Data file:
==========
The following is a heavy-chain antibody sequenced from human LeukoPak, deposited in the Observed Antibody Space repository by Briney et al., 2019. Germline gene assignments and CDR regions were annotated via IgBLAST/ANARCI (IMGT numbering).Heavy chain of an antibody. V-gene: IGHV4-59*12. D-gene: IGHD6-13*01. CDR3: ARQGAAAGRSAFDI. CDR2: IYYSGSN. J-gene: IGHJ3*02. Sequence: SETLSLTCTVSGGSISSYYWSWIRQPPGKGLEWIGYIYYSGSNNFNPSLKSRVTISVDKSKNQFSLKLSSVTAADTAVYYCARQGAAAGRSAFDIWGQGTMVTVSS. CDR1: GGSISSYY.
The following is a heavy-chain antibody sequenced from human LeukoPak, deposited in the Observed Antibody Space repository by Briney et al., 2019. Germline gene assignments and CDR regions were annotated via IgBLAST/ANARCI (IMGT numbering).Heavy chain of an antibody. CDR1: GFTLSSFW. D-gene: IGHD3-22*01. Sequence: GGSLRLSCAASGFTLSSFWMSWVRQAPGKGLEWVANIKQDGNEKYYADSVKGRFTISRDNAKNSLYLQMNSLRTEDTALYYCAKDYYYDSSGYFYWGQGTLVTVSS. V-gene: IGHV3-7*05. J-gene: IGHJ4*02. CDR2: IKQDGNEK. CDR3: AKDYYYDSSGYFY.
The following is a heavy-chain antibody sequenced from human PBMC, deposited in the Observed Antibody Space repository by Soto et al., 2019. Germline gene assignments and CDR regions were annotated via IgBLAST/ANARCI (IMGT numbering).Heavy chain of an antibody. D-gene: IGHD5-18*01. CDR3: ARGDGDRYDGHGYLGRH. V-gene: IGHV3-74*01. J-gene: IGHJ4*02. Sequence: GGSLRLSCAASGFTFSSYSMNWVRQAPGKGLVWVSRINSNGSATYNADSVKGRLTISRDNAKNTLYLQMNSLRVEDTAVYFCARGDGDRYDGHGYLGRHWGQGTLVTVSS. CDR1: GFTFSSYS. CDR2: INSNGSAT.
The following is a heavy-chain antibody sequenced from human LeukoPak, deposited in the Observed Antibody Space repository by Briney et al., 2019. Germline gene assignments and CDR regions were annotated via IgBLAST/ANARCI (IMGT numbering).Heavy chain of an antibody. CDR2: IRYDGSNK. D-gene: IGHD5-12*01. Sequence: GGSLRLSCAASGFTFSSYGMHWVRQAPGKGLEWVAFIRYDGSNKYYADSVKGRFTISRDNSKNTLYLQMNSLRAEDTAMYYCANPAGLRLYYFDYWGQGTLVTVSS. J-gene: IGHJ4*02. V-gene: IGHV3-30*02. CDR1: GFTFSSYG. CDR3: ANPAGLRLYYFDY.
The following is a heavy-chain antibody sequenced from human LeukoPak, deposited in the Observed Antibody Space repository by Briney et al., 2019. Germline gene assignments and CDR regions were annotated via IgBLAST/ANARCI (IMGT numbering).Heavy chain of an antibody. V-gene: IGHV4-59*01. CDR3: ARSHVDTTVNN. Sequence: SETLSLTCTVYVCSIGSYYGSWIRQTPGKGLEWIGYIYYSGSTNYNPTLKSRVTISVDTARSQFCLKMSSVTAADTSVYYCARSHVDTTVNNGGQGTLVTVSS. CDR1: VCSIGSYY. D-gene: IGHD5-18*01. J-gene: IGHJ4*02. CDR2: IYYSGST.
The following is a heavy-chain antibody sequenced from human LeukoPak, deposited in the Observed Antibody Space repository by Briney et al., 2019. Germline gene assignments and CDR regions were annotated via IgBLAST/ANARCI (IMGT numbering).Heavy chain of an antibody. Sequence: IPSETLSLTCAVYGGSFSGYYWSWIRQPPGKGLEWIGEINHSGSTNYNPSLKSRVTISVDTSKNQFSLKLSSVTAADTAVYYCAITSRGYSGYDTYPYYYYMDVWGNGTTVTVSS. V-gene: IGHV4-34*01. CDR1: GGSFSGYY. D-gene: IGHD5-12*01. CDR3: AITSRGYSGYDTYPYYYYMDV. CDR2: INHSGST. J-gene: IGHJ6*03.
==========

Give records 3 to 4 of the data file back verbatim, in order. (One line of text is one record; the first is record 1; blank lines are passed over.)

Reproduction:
The following is a heavy-chain antibody sequenced from human PBMC, deposited in the Observed Antibody Space repository by Soto et al., 2019. Germline gene assignments and CDR regions were annotated via IgBLAST/ANARCI (IMGT numbering).Heavy chain of an antibody. D-gene: IGHD5-18*01. CDR3: ARGDGDRYDGHGYLGRH. V-gene: IGHV3-74*01. J-gene: IGHJ4*02. Sequence: GGSLRLSCAASGFTFSSYSMNWVRQAPGKGLVWVSRINSNGSATYNADSVKGRLTISRDNAKNTLYLQMNSLRVEDTAVYFCARGDGDRYDGHGYLGRHWGQGTLVTVSS. CDR1: GFTFSSYS. CDR2: INSNGSAT.
The following is a heavy-chain antibody sequenced from human LeukoPak, deposited in the Observed Antibody Space repository by Briney et al., 2019. Germline gene assignments and CDR regions were annotated via IgBLAST/ANARCI (IMGT numbering).Heavy chain of an antibody. CDR2: IRYDGSNK. D-gene: IGHD5-12*01. Sequence: GGSLRLSCAASGFTFSSYGMHWVRQAPGKGLEWVAFIRYDGSNKYYADSVKGRFTISRDNSKNTLYLQMNSLRAEDTAMYYCANPAGLRLYYFDYWGQGTLVTVSS. J-gene: IGHJ4*02. V-gene: IGHV3-30*02. CDR1: GFTFSSYG. CDR3: ANPAGLRLYYFDY.